Angry Birds changed the game. It legitimatized the mobile space and made smartphones a viable platform for gaming. Even though there may be fewer candies, plushies, and themed paraphernalia in stores these days, the franchise is still a force to be reckoned with.
But what launched Rovio’s $200 million/year brand wasn’t a silly cast of characters, but a finely-crafted game. The simple, slingshot-centered physics-based puzzler was an excellent example of how a touchscreen could improve the feel of a game, and an excellent example of phone game design. You could play it anywhere, for any length of time. Whether you are in line at the grocery store, ignoring your boss or teacher in a meeting or class, or just sitting in bed, you could always queue up a game of Angry Birds and pass the time.
But since that explosion of popularity, Angry Birds has become about everything else. It’s a franchise, one that has seen ten iterations in four years, with two spin-offs and a compilation besides. The games are still enjoyable, but the magic is gone. The recently released Angry Birds Transformers isn’t exciting—it’s tragic.
Enter Desert Golfing.
Justin Smith’s Desert Golfing is freeing. It plays kind of like Angry Birds. It’s Angry Birds as Modern Art. Maybe you could call it “pretentious” Angry Birds. (You wouldn’t really be wrong.) It takes that simple gameplay mechanic—which Smith calls “possibly the greatest mechanic invented for touch screen games”—and applies to it an endless game of golf in a desert. “Angry Birds is a small fun game plus a lot of pointless garbage,” Smith tells me. “Desert Golfing is the distillation of Angry Birds into its purest essence.”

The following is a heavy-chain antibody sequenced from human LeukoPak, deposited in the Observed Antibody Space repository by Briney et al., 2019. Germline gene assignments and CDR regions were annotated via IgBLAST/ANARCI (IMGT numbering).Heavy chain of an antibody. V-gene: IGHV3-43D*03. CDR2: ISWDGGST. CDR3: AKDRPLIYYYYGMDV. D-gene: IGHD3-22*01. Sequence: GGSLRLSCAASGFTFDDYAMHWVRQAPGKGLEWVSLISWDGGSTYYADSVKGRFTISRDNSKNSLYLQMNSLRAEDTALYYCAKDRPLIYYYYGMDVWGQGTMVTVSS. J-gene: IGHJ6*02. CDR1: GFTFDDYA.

But this isn’t just Angry Birds at its purest; it’s gaming at its purest. There is no loading screen or menu. There are no cutscenes or tutorials. When the game starts, there is only sand, a white ball, a flag indicating hole 1, and a “0” at the top of the screen. (The golfer seen in the game’s cover image is nowhere to be found.) You put your finger on the screen and slide it back. An arrow appears indicating the direction you will launch your ball. Pull back further, and the ball will go further. If the ball gets in the hole, the screen shifts to reveal the next hole. If the ball goes off the screen, it teleports back to the starting position. Each stroke adds to that number at the top of the screen.
That is the entirety of the Desert Golfing experience.
It may not sound like the sort of game that would find itself on multiple lists of “The best games of 2014” (including my own), but when you actually experience the thing, you realize that it is the perfect game for a mobile device.